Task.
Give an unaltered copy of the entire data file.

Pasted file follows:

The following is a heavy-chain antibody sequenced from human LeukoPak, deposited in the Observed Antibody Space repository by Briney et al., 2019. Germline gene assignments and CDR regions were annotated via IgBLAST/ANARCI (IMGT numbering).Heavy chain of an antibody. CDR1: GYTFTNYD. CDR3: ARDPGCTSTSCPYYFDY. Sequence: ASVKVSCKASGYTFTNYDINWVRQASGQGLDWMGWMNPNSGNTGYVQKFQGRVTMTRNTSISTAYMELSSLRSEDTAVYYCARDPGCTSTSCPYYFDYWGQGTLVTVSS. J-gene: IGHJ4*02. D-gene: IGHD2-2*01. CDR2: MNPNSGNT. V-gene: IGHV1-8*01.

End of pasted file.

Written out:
The following is a heavy-chain antibody sequenced from human LeukoPak, deposited in the Observed Antibody Space repository by Briney et al., 2019. Germline gene assignments and CDR regions were annotated via IgBLAST/ANARCI (IMGT numbering).Heavy chain of an antibody. CDR1: GYTFTNYD. CDR3: ARDPGCTSTSCPYYFDY. Sequence: ASVKVSCKASGYTFTNYDINWVRQASGQGLDWMGWMNPNSGNTGYVQKFQGRVTMTRNTSISTAYMELSSLRSEDTAVYYCARDPGCTSTSCPYYFDYWGQGTLVTVSS. J-gene: IGHJ4*02. D-gene: IGHD2-2*01. CDR2: MNPNSGNT. V-gene: IGHV1-8*01.